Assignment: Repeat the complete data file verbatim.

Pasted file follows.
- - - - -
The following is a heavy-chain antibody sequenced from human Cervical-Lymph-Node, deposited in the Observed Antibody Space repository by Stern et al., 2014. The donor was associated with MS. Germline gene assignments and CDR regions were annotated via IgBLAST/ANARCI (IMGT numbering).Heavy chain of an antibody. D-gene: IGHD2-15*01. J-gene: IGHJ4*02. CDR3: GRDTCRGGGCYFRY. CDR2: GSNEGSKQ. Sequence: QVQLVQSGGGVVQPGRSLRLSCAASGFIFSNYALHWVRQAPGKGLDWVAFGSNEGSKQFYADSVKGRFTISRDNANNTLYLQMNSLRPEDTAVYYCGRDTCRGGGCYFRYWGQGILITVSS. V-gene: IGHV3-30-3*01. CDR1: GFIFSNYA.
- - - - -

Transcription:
The following is a heavy-chain antibody sequenced from human Cervical-Lymph-Node, deposited in the Observed Antibody Space repository by Stern et al., 2014. The donor was associated with MS. Germline gene assignments and CDR regions were annotated via IgBLAST/ANARCI (IMGT numbering).Heavy chain of an antibody. D-gene: IGHD2-15*01. J-gene: IGHJ4*02. CDR3: GRDTCRGGGCYFRY. CDR2: GSNEGSKQ. Sequence: QVQLVQSGGGVVQPGRSLRLSCAASGFIFSNYALHWVRQAPGKGLDWVAFGSNEGSKQFYADSVKGRFTISRDNANNTLYLQMNSLRPEDTAVYYCGRDTCRGGGCYFRYWGQGILITVSS. V-gene: IGHV3-30-3*01. CDR1: GFIFSNYA.